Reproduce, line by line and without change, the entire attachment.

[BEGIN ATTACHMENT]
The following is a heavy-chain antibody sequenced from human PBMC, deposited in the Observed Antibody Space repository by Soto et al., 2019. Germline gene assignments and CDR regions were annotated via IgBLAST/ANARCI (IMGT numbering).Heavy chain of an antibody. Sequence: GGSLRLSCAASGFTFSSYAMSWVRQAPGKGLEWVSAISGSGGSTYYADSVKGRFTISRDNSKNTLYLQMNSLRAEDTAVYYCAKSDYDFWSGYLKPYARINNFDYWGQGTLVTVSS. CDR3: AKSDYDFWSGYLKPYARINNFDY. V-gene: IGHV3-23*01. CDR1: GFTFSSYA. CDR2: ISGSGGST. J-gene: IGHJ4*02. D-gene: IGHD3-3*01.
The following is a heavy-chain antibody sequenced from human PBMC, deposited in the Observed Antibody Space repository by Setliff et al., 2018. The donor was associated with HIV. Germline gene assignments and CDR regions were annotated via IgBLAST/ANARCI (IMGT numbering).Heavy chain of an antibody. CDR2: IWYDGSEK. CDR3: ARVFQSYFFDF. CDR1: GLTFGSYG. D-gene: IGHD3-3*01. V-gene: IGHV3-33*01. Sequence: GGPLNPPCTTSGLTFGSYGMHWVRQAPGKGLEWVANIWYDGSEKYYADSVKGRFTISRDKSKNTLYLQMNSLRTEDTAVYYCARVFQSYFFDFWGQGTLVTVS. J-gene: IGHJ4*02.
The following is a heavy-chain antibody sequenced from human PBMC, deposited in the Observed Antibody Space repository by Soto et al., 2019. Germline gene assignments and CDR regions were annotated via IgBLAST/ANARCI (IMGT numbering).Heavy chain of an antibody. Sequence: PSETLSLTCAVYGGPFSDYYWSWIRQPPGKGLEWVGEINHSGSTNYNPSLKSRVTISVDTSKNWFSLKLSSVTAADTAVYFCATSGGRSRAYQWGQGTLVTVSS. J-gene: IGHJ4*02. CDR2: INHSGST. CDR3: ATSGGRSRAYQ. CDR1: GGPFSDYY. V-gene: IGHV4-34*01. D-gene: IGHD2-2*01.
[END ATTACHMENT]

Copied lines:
The following is a heavy-chain antibody sequenced from human PBMC, deposited in the Observed Antibody Space repository by Soto et al., 2019. Germline gene assignments and CDR regions were annotated via IgBLAST/ANARCI (IMGT numbering).Heavy chain of an antibody. Sequence: GGSLRLSCAASGFTFSSYAMSWVRQAPGKGLEWVSAISGSGGSTYYADSVKGRFTISRDNSKNTLYLQMNSLRAEDTAVYYCAKSDYDFWSGYLKPYARINNFDYWGQGTLVTVSS. CDR3: AKSDYDFWSGYLKPYARINNFDY. V-gene: IGHV3-23*01. CDR1: GFTFSSYA. CDR2: ISGSGGST. J-gene: IGHJ4*02. D-gene: IGHD3-3*01.
The following is a heavy-chain antibody sequenced from human PBMC, deposited in the Observed Antibody Space repository by Setliff et al., 2018. The donor was associated with HIV. Germline gene assignments and CDR regions were annotated via IgBLAST/ANARCI (IMGT numbering).Heavy chain of an antibody. CDR2: IWYDGSEK. CDR3: ARVFQSYFFDF. CDR1: GLTFGSYG. D-gene: IGHD3-3*01. V-gene: IGHV3-33*01. Sequence: GGPLNPPCTTSGLTFGSYGMHWVRQAPGKGLEWVANIWYDGSEKYYADSVKGRFTISRDKSKNTLYLQMNSLRTEDTAVYYCARVFQSYFFDFWGQGTLVTVS. J-gene: IGHJ4*02.
The following is a heavy-chain antibody sequenced from human PBMC, deposited in the Observed Antibody Space repository by Soto et al., 2019. Germline gene assignments and CDR regions were annotated via IgBLAST/ANARCI (IMGT numbering).Heavy chain of an antibody. Sequence: PSETLSLTCAVYGGPFSDYYWSWIRQPPGKGLEWVGEINHSGSTNYNPSLKSRVTISVDTSKNWFSLKLSSVTAADTAVYFCATSGGRSRAYQWGQGTLVTVSS. J-gene: IGHJ4*02. CDR2: INHSGST. CDR3: ATSGGRSRAYQ. CDR1: GGPFSDYY. V-gene: IGHV4-34*01. D-gene: IGHD2-2*01.